Conversely, the United States, attempting to assert itself as an emerging naval power, not only championed the right of neutrals to engage in free trade with belligerents at war but also believed that neutrality protected all persons sailing under a sovereign flag regardless of national origin. As Secretary of State James Madison observed in 1804 to James Monroe, who was then serving as U.S. minister to Great Britain, "We consider a neutral flag on the high seas as a safeguard to those sailing under it. . . . [N]owhere will she [Great Britain] find an exception to this freedom of the seas, and of neutral ships, which justifies the taking away of any person not an enemy in military service, found on board a neutral vessel." The right of visitation and search, Americans maintained, should allow for a cursory examination of a vessel's papers or manifest but preclude the seizure of neutral civilians.

U.S. opposition to impressment increased dramatically as Britain's growing need for able-bodied sailors quickly exposed the apparent vulnerability of American seamen. Even though they disavowed any desire to impress U.S. citizens, the British openly claimed the right to take British deserters from American ships. (Quite often, British seamen composed 35 to 40 percent of U.S. naval crews in the early 19th century, enticed to serve by better pay and working conditions). Obvious similarities in culture and language complicated efforts to distinguish between American and British-born seamen as well, leading to frequent instances of wrongful impressment. Acknowledging the problem in 1792, Secretary of State Thomas Jefferson observed, "The practice in Great Britain of impressing seamen whenever war is apprehended will fall more heavily on ours, than on those of any other foreign nation, on account of the sameness of language."

On May 28, 1796, Congress finally passed legislation (1 Stat. 477) to counteract the impressment threat. Intended to identify and repatriate American victims, the act authorized the government to appoint agents to investigate impressment incidents and pursue legal means to obtain the release of the seamen. Masters of American ships at sea had to report incidents of impressment to the customs agent at the nearest American port, or to lodge a "protest" with the U.S. consulate if an impressment took place in a foreign port. An act of March 2, 1799 (1 Stat. 731), also required the submission of annual reports to Congress regarding impressment activity. In the midst of this official American reaction against the perceived horrors and injustice of impressment, however, similar behavior on the part of the U.S. Navy apparently occurred with little notice or comment. The effort to document American impressment cases ironically allowed the atrocities perpetrated against Charles Davis and other British seamen eventually to come to light as well.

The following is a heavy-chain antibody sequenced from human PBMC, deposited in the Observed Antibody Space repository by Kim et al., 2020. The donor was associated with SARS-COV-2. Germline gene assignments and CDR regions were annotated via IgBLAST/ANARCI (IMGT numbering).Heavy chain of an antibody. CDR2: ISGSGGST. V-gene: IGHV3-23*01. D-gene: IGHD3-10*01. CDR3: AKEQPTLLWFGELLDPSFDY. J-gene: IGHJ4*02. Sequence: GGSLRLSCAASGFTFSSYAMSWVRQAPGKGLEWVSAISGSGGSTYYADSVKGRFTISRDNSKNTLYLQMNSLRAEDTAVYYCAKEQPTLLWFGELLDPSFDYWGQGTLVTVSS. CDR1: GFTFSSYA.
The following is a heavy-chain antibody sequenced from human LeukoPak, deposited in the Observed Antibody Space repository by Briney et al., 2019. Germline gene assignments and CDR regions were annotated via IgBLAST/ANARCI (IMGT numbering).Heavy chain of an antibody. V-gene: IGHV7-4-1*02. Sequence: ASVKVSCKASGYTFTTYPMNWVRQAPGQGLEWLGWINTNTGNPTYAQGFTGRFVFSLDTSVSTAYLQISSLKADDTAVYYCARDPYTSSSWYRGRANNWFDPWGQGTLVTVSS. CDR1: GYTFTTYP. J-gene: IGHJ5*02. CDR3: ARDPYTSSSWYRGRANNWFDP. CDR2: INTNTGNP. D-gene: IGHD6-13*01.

Turning the Tables: The Ordeal of Charles Davis

Capt. Robert Hall of the HMS Royal William recorded the testimony of British sailor Charles Davis in November 1811

Capt. Robert Hall of the HMS Royal William recorded the testimony of British sailor Charles Davis in November 1811, after Davis escaped impressment on board the USS Constitution. Hall recounted the incident in his report to Adm. Sir Roger Curtis, commander-in-chief of the naval station at Portsmouth. (General Records of the Department of State, RG 59)